Folk-pop singer Dar Williams brings honest storytelling to Lyric on December 15th

Monday, December 5, 2011

Folk-pop singer Dar Williams brings honest storytelling to Lyric Dec. 15

By Maureen Kenyon

Early in her career, folk-pop singer Dar Williams opened shows for Joan Baez.

"It was a dream come true," she said. "She was the perfect person to tour with because she had been treated like she was on the way out, and throughout it all, she had a lot of grace and a lot of humor. She really was doing it for the right reasons."

Touring with Baez launched Williams' career.

Her debut album, "The Honesty Room," was released in 1995, and it became one of the top-selling independent folk albums that year. Compared vocally to Joni Mitchell and Patty Griffin, Williams will perform Dec. 15 at The Lyric Theatre in Stuart. She will be accompanied by a keyboard player — Williams plays guitar — and she said the show will be a mix of older songs and newer songs as well as selections from her new album that drops in April.

"I'm just touring with seven albums worth of material that I enjoy playing," she said. "I'm looking forward to it."

Visiting Florida in the winter months will be a treat, Williams said. She grew up in New York, moved to New England to start her career and now lives near New York's Hudson Valley, an area that just had been hit with a an unusual Halloween snowstorm.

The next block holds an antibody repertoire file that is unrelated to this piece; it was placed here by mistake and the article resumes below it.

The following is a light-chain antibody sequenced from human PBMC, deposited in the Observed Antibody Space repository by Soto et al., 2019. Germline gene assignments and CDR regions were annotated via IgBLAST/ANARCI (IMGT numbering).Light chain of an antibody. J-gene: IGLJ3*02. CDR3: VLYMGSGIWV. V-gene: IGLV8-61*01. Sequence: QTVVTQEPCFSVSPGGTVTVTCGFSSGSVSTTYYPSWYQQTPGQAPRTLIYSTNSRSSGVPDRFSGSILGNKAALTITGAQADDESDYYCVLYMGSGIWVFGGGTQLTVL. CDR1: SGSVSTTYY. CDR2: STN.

"I think by then if things are going the same way, I'll be more than ready," she said.

"I love Florida," she added. "And wild Florida is never that far away either ... alligator sightings and things that sting you on the beach. It's exotic. To me, that is not what I grew up with. For me, it was just lots of shoveling."

Williams' quirky, smart, from-the-heart style of storytelling are what make her a favorite among folk-pop fans. Today, she still writes that way, but the themes are a little different, she said. Her new album — she's still working out the title — has a lot to do with power and creating solutions to problems in the world instead of being a passive observer.

"Instead of being the kid at the café table saying you want to change the world, you are now the adult who is actually doing it," she said.

The popularity of bands like British folk-rock foursome Mumford & Sons that create Americana-type music — traditional, instrument-based rock — are keeping folk music alive by delivering it to the mainstream listener, Williams said.

"The desire and impulse to create lyric-based music and the desire to listen to it is not going away," she said. "It's music in the intention of how it was created, and I never think of it as dying. I'd get out of it. You want to be part of something that's full of life."